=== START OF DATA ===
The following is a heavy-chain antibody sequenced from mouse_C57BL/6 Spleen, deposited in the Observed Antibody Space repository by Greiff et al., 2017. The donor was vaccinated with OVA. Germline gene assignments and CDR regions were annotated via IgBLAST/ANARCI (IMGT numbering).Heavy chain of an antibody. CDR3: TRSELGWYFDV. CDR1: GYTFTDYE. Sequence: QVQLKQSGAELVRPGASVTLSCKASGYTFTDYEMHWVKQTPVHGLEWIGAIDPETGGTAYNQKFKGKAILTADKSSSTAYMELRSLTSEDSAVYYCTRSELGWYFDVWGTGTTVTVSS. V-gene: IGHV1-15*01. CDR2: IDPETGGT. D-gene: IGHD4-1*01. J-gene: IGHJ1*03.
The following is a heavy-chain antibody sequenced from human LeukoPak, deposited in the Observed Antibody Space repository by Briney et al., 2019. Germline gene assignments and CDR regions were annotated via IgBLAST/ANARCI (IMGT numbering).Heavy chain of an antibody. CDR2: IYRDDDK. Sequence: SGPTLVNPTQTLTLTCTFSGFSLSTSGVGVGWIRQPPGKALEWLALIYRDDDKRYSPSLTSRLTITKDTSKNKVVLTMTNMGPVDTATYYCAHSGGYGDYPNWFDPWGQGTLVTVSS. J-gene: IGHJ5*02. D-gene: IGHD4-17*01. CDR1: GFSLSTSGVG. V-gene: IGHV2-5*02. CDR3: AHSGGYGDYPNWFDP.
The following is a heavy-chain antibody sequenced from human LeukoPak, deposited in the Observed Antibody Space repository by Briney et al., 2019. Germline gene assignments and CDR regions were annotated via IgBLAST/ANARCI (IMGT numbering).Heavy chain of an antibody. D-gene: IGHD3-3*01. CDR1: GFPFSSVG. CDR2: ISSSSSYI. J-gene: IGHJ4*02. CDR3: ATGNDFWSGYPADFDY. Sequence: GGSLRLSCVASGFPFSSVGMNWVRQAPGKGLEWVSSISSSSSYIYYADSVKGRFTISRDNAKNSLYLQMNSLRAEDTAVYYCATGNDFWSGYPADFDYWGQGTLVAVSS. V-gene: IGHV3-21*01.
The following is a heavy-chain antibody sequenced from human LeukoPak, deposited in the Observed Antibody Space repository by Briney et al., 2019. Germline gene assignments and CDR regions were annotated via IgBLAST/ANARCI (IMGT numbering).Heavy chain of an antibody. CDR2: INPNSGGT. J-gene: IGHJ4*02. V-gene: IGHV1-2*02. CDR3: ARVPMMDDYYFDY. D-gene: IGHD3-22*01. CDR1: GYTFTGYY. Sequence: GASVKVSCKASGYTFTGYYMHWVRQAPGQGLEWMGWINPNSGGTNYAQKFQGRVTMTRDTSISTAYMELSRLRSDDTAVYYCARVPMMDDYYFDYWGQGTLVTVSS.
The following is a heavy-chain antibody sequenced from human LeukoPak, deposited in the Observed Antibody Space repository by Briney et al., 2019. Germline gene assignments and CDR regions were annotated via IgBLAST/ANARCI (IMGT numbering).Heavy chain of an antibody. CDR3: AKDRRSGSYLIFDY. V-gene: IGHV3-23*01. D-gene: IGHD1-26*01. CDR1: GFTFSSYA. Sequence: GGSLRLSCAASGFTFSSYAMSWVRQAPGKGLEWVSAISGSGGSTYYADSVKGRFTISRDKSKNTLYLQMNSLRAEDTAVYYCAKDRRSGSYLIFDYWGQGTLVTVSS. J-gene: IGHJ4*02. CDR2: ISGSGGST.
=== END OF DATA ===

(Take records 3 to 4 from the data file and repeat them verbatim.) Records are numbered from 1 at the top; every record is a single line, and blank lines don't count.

The following is a heavy-chain antibody sequenced from human LeukoPak, deposited in the Observed Antibody Space repository by Briney et al., 2019. Germline gene assignments and CDR regions were annotated via IgBLAST/ANARCI (IMGT numbering).Heavy chain of an antibody. D-gene: IGHD3-3*01. CDR1: GFPFSSVG. CDR2: ISSSSSYI. J-gene: IGHJ4*02. CDR3: ATGNDFWSGYPADFDY. Sequence: GGSLRLSCVASGFPFSSVGMNWVRQAPGKGLEWVSSISSSSSYIYYADSVKGRFTISRDNAKNSLYLQMNSLRAEDTAVYYCATGNDFWSGYPADFDYWGQGTLVAVSS. V-gene: IGHV3-21*01.
The following is a heavy-chain antibody sequenced from human LeukoPak, deposited in the Observed Antibody Space repository by Briney et al., 2019. Germline gene assignments and CDR regions were annotated via IgBLAST/ANARCI (IMGT numbering).Heavy chain of an antibody. CDR2: INPNSGGT. J-gene: IGHJ4*02. V-gene: IGHV1-2*02. CDR3: ARVPMMDDYYFDY. D-gene: IGHD3-22*01. CDR1: GYTFTGYY. Sequence: GASVKVSCKASGYTFTGYYMHWVRQAPGQGLEWMGWINPNSGGTNYAQKFQGRVTMTRDTSISTAYMELSRLRSDDTAVYYCARVPMMDDYYFDYWGQGTLVTVSS.